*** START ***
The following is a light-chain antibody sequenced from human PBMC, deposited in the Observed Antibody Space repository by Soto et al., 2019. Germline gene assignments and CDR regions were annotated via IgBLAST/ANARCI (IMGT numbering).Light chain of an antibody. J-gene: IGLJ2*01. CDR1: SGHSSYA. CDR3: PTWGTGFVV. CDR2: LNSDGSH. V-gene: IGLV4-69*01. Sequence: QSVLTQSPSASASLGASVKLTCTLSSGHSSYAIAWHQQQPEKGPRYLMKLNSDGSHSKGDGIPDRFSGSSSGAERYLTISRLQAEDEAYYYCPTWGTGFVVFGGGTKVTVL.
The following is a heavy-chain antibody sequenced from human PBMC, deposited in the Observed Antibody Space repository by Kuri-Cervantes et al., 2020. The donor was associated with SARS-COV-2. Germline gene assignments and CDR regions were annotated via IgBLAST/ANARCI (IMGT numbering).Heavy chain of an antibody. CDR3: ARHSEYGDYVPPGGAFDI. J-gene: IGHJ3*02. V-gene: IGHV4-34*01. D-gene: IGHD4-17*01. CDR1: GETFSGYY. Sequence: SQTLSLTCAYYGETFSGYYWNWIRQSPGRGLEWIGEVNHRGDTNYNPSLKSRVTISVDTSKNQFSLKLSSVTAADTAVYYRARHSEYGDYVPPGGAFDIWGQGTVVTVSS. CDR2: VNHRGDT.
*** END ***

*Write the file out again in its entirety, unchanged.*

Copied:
The following is a light-chain antibody sequenced from human PBMC, deposited in the Observed Antibody Space repository by Soto et al., 2019. Germline gene assignments and CDR regions were annotated via IgBLAST/ANARCI (IMGT numbering).Light chain of an antibody. J-gene: IGLJ2*01. CDR1: SGHSSYA. CDR3: PTWGTGFVV. CDR2: LNSDGSH. V-gene: IGLV4-69*01. Sequence: QSVLTQSPSASASLGASVKLTCTLSSGHSSYAIAWHQQQPEKGPRYLMKLNSDGSHSKGDGIPDRFSGSSSGAERYLTISRLQAEDEAYYYCPTWGTGFVVFGGGTKVTVL.
The following is a heavy-chain antibody sequenced from human PBMC, deposited in the Observed Antibody Space repository by Kuri-Cervantes et al., 2020. The donor was associated with SARS-COV-2. Germline gene assignments and CDR regions were annotated via IgBLAST/ANARCI (IMGT numbering).Heavy chain of an antibody. CDR3: ARHSEYGDYVPPGGAFDI. J-gene: IGHJ3*02. V-gene: IGHV4-34*01. D-gene: IGHD4-17*01. CDR1: GETFSGYY. Sequence: SQTLSLTCAYYGETFSGYYWNWIRQSPGRGLEWIGEVNHRGDTNYNPSLKSRVTISVDTSKNQFSLKLSSVTAADTAVYYRARHSEYGDYVPPGGAFDIWGQGTVVTVSS. CDR2: VNHRGDT.